By Anita Grace –
Shauna Pollock is passionate about preparing her students for the 21st century. In recognition of her dedication and avant-garde approach, the Churchill Alternative School teacher recently received the Prime Minister’s Teaching Award for Excellence.
Churchill principal Megan Egerton describes Pollock as a teacher who “puts in 150%” and who is “preparing kids for the 21st century by integrating the technologies that are available now.”
“She is constantly looking for ways to engage and improve,” Egerton adds. For example, Pollock is using the money she received with the award to attend the Google in Education Montreal Summit where she will learn about even more ways to integrate new apps and technology in her classroom.
The Grades 5/6 teacher already embraces technology in a myriad of ways in her classroom. Last year she brought an iPad to the classroom and found that it “revolutionized” her approach to teaching. She now uses blogs, Twitter and Skype to add innovative aspects to every part of her curriculum.
Students use programs such as Skype in the Classroom for activities like “Mystery Skypes” in which they link up with a school somewhere else in the world. They take turns asking yes and no questions to try to figure out where the other classroom is located.
“It’s cool to get to see other people in the world,” says student Jack Wardlaw, 11. He adds that it’s a great way to learn geography. Coloured pins on a world map in the classroom shows the places Pollock’s students have connected with, including countries like Cambodia, Peru, Kenya and Sweden.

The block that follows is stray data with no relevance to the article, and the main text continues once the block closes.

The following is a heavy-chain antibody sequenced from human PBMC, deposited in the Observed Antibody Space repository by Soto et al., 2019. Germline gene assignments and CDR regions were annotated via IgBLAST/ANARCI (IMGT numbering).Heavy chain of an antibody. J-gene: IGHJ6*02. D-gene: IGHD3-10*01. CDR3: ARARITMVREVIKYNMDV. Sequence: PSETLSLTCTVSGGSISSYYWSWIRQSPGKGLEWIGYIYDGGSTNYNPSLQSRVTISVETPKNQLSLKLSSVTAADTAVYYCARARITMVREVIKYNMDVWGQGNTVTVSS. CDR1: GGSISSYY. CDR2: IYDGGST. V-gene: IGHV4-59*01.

“The classroom walls are gone,” enthuses Pollock. “We can go anywhere. We can learn anything.”
She is also impressed with “the authentic learning that you can get out of using these digital tools.” Her students are not only discovering new tools, but they are using technology to make their work more meaningful.
When her class was reading books by Canadian author Eric Walters and blogging their book reviews, Pollock connected with Walters, who began reading these blogs. Pollock noticed that this connection made the assignments much more meaningful to her students. “The pride that they would take in their work was a completely higher level than I had ever seen from them,” she said.
“Shauna challenges us,” says Patrick Pearson, 11. “But things stick in our minds because she also makes it fun.”
Pollock, 31, was herself a student at Churchill as a kid, attending the school from kindergarten to grade 4. She also did her high school co-op placement at the school. She taught at Fielding Drive Public School before coming to Churchill three years ago, which she happily says is like coming full circle.
Churchill has embraced technology to support student learning. In May the school received an Ottawa Network for Education Innovation Award for their outstanding and innovative integration of technology.
But in addition to all the cool things Pollock is doing with technology, Egerton notes that she is a teacher who “makes kids feel included, heard, valued and cared for” and inspires them to get engaged in communities here and abroad.
Last year, two of Pollock’s students raised $250 for UNICEF’s School-in-a-Box kit which provides supplies for a classroom of up to 80 students.
Jennifer Fijalkowska, whose son Hunter was one of the fundraisers, says Pollock’s promotion of philanthropy has had a profound effect on her son. “We love that Shauna empowers the kids to such an extent that they feel that it is within the scope of their ability to do something about the issues that they and we face.”
“Shauna is passionate about what she does,” says student Skye Fergusson, 11. “She’s really involved with her students and supports us trying to make a difference in our communities.”